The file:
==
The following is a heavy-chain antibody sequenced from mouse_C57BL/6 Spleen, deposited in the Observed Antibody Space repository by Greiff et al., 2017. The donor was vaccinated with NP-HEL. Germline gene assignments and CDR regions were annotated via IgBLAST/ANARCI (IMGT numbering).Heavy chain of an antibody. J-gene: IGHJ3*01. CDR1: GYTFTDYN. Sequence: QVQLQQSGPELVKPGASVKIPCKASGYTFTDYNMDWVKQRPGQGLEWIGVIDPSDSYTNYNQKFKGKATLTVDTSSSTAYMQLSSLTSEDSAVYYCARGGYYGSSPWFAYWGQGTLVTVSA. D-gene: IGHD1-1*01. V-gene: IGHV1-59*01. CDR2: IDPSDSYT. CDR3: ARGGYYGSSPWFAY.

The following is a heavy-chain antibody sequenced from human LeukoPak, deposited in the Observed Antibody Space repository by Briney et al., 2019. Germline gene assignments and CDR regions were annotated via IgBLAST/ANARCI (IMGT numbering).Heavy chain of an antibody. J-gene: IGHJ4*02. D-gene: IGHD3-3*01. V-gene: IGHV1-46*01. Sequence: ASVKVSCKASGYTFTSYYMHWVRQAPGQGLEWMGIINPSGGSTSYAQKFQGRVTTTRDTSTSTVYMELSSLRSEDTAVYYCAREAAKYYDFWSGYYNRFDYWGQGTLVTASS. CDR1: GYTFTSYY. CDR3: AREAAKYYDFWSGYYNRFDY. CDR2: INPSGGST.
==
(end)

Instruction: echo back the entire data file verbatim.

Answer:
The following is a heavy-chain antibody sequenced from mouse_C57BL/6 Spleen, deposited in the Observed Antibody Space repository by Greiff et al., 2017. The donor was vaccinated with NP-HEL. Germline gene assignments and CDR regions were annotated via IgBLAST/ANARCI (IMGT numbering).Heavy chain of an antibody. J-gene: IGHJ3*01. CDR1: GYTFTDYN. Sequence: QVQLQQSGPELVKPGASVKIPCKASGYTFTDYNMDWVKQRPGQGLEWIGVIDPSDSYTNYNQKFKGKATLTVDTSSSTAYMQLSSLTSEDSAVYYCARGGYYGSSPWFAYWGQGTLVTVSA. D-gene: IGHD1-1*01. V-gene: IGHV1-59*01. CDR2: IDPSDSYT. CDR3: ARGGYYGSSPWFAY.

The following is a heavy-chain antibody sequenced from human LeukoPak, deposited in the Observed Antibody Space repository by Briney et al., 2019. Germline gene assignments and CDR regions were annotated via IgBLAST/ANARCI (IMGT numbering).Heavy chain of an antibody. J-gene: IGHJ4*02. D-gene: IGHD3-3*01. V-gene: IGHV1-46*01. Sequence: ASVKVSCKASGYTFTSYYMHWVRQAPGQGLEWMGIINPSGGSTSYAQKFQGRVTTTRDTSTSTVYMELSSLRSEDTAVYYCAREAAKYYDFWSGYYNRFDYWGQGTLVTASS. CDR1: GYTFTSYY. CDR3: AREAAKYYDFWSGYYNRFDY. CDR2: INPSGGST.